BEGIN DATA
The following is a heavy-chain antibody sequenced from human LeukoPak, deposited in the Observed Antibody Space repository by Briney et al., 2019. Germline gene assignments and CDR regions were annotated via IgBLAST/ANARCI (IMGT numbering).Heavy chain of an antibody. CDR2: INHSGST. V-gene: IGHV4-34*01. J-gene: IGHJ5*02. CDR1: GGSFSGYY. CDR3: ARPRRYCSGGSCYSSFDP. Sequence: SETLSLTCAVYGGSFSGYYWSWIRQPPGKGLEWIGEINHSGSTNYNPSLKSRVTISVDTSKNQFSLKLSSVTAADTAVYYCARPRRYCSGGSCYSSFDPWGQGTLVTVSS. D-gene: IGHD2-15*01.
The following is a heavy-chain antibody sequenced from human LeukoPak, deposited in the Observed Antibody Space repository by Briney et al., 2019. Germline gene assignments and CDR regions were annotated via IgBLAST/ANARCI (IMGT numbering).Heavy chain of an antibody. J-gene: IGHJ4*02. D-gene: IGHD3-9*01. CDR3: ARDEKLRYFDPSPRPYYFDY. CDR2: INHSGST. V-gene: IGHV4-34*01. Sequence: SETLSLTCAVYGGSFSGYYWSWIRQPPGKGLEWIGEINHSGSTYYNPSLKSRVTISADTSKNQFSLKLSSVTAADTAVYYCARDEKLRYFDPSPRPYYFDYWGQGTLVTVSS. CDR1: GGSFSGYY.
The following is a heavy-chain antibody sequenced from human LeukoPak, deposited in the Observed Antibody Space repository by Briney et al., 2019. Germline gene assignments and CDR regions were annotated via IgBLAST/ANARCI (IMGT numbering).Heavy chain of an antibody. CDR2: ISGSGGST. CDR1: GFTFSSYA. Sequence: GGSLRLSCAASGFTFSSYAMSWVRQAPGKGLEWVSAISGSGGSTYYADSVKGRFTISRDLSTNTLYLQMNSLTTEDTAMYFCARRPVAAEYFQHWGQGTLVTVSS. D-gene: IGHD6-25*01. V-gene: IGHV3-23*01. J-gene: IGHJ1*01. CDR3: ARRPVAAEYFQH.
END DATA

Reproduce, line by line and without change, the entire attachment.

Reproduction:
The following is a heavy-chain antibody sequenced from human LeukoPak, deposited in the Observed Antibody Space repository by Briney et al., 2019. Germline gene assignments and CDR regions were annotated via IgBLAST/ANARCI (IMGT numbering).Heavy chain of an antibody. CDR2: INHSGST. V-gene: IGHV4-34*01. J-gene: IGHJ5*02. CDR1: GGSFSGYY. CDR3: ARPRRYCSGGSCYSSFDP. Sequence: SETLSLTCAVYGGSFSGYYWSWIRQPPGKGLEWIGEINHSGSTNYNPSLKSRVTISVDTSKNQFSLKLSSVTAADTAVYYCARPRRYCSGGSCYSSFDPWGQGTLVTVSS. D-gene: IGHD2-15*01.
The following is a heavy-chain antibody sequenced from human LeukoPak, deposited in the Observed Antibody Space repository by Briney et al., 2019. Germline gene assignments and CDR regions were annotated via IgBLAST/ANARCI (IMGT numbering).Heavy chain of an antibody. J-gene: IGHJ4*02. D-gene: IGHD3-9*01. CDR3: ARDEKLRYFDPSPRPYYFDY. CDR2: INHSGST. V-gene: IGHV4-34*01. Sequence: SETLSLTCAVYGGSFSGYYWSWIRQPPGKGLEWIGEINHSGSTYYNPSLKSRVTISADTSKNQFSLKLSSVTAADTAVYYCARDEKLRYFDPSPRPYYFDYWGQGTLVTVSS. CDR1: GGSFSGYY.
The following is a heavy-chain antibody sequenced from human LeukoPak, deposited in the Observed Antibody Space repository by Briney et al., 2019. Germline gene assignments and CDR regions were annotated via IgBLAST/ANARCI (IMGT numbering).Heavy chain of an antibody. CDR2: ISGSGGST. CDR1: GFTFSSYA. Sequence: GGSLRLSCAASGFTFSSYAMSWVRQAPGKGLEWVSAISGSGGSTYYADSVKGRFTISRDLSTNTLYLQMNSLTTEDTAMYFCARRPVAAEYFQHWGQGTLVTVSS. D-gene: IGHD6-25*01. V-gene: IGHV3-23*01. J-gene: IGHJ1*01. CDR3: ARRPVAAEYFQH.